The final chapter of our three-episode-story aboard CVN-77 including the interview with the Commander of "Blacklions" Fighter Squadron.

F-14 Tomcat Blacklions CVN77 Bush
An F-14D Tomcat assigned to "Blacklions" flies in formation with an F/A-18A+ Hornet assigned to "River Rattlers"
(Photo credit: US Navy)

At sunset, after I took some suggestive pics from the flight deck, we went to the dining room and during the walk I noticed that the lights inside were red. “This color helps the ship to be less visible to enemy’s eyes. The red light is less visible from far away than the classic white. For the same reason, the flight deck operators use blue lights”, a PAO said.

Our first day ends with cab accommodation, inside there are bunk beds, towels, water and courtesy snacks, beautycase, two desks and two lockers.

During the night I slept little, not because of the screen that showed all that happened on the deck, but due to the noise of the takeoffs and landings without stop for whole night. It seems (and in fact it is so) to have them over your head, but while you're asleep, that noise sounds like a cannon, “you don’t notice it after a while” a sailor said.

The next morning we wake up very early to have the opportunity to admire the activities during dawn.

After that we got the breakfast (pancakes and bacon!!) and then we head to one of the Fighter Squadrons’ room where pilots have breafings and prepare for the flight.

We entered in the “Blacklions’ Territory” and what caught me right away was the music and the chairs placed on several semicircle files.

On my left was the organizational area with the board where it is marked which pilot is in flight and at what time. To my left there was a coffee corner and in front of me.... “Iceman”!

I thought I was still too suggestive of the situation, but in front of me there was a billboard with a series of callsigns and a row of colorful coins next to each of them, and the name I read was correct.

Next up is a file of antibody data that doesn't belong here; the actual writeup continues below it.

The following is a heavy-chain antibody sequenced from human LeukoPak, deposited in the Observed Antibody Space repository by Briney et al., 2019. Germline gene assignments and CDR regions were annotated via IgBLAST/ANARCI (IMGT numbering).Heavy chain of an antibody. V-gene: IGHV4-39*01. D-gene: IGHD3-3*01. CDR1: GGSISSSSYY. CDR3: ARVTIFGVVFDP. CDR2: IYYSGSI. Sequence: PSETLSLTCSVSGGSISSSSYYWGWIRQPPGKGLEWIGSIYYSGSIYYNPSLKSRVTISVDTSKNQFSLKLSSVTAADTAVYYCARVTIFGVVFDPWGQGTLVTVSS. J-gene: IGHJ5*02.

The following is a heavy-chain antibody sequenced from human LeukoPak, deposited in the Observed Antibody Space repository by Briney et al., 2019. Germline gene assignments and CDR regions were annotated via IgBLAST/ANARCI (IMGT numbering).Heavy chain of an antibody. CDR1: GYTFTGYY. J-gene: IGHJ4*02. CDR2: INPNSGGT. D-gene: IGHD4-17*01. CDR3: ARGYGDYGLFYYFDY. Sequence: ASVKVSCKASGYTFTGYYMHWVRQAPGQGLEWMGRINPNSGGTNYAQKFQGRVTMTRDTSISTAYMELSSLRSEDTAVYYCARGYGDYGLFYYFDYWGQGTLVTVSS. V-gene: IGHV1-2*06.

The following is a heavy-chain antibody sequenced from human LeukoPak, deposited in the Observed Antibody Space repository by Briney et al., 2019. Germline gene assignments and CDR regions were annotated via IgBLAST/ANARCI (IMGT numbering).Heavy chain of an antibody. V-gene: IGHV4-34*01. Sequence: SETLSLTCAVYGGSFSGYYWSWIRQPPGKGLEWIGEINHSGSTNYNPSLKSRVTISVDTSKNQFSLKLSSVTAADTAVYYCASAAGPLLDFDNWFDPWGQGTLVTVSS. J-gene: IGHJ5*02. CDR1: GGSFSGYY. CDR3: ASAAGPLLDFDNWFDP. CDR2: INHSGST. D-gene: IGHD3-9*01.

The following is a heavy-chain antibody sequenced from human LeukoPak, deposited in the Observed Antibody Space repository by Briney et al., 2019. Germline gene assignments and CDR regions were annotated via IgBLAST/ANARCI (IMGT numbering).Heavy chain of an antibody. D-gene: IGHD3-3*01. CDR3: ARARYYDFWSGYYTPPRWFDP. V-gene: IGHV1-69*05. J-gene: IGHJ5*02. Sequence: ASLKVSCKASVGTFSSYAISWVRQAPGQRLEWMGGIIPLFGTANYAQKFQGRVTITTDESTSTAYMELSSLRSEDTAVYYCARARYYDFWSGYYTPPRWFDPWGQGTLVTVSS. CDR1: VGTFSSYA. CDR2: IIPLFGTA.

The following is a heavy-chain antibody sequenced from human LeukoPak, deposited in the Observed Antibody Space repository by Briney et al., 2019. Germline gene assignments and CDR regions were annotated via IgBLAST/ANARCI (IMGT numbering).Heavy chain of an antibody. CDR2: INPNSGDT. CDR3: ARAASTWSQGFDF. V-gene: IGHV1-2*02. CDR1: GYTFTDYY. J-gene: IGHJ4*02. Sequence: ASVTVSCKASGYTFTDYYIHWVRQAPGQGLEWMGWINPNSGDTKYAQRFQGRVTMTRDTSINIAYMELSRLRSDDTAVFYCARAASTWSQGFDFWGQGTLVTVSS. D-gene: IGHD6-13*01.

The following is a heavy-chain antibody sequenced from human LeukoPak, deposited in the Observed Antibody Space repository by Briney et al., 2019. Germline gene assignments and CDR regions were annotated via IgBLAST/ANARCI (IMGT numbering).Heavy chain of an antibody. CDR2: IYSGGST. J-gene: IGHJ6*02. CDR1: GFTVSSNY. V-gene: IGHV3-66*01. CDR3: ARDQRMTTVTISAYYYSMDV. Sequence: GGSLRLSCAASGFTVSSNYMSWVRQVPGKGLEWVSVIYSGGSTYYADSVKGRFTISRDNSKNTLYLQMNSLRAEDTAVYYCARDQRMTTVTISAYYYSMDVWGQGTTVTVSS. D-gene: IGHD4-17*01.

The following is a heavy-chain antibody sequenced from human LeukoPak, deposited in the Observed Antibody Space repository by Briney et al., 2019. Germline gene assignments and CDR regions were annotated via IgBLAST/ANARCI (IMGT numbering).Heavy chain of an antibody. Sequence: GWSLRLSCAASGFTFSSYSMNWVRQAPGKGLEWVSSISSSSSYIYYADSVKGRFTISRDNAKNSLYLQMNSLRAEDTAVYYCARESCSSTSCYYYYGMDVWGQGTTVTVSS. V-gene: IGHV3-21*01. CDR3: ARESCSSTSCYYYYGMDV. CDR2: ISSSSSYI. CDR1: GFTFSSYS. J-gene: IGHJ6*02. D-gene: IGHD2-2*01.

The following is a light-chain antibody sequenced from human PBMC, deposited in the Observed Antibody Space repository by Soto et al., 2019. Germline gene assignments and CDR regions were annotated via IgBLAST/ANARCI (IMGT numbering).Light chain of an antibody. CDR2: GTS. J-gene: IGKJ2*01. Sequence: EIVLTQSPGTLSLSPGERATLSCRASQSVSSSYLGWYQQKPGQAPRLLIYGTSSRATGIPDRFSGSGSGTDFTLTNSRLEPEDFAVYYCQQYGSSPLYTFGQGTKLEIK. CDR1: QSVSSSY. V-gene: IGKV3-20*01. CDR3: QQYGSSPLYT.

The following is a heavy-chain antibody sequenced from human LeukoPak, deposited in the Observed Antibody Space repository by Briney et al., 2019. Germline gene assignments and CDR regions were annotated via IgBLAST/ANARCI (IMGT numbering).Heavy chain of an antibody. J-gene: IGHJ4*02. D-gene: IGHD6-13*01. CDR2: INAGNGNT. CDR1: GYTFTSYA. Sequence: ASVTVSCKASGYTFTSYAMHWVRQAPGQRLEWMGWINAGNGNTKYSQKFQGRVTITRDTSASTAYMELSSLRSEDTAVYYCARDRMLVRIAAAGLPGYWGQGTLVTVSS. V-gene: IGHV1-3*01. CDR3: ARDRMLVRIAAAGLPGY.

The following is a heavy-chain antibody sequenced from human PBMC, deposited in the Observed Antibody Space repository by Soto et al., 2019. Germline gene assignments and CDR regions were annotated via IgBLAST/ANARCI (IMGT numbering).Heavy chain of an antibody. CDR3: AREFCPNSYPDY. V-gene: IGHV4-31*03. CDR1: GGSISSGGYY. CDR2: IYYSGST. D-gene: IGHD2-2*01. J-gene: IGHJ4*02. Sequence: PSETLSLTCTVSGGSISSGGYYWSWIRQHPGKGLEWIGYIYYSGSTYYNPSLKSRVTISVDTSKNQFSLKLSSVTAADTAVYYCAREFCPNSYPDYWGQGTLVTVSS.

They explain to us that the board shows the number of perfect landings (green coins), those that can be improved (yellow coins), those that the pilot misses (black coins), and the wrong ones for reasons non depending from the pilot (white coins).

I noticed that the best was the Squadron Commander Kevin Robb, the one I interviewed.

Thanks for the opportunity you offered us. You flew F-14 and F-18, what of the two do you emotionally prefer?

No doubt F-14: It was the first plane of this type. Technically, the F-18 is more advanced and improved, but if I have to talk with my heart, I prefer F-14.

Soon you will receive the first F-35. Do you think it will be difficult for pilots to switch from F-18 to F-35?

No, for today's pilots no. For that of my generation will surely be more complicated! (Smiled)

Do you think it was more difficult to switch from F-14 to F-18 or will it be more complicated from F-18 to F-35?

This is a good question ... Definitely from F-14 to F-18 for the difference of electronics and power.

What's the hardest thing for a pilot excluding takeoff with catapult and landing with hook?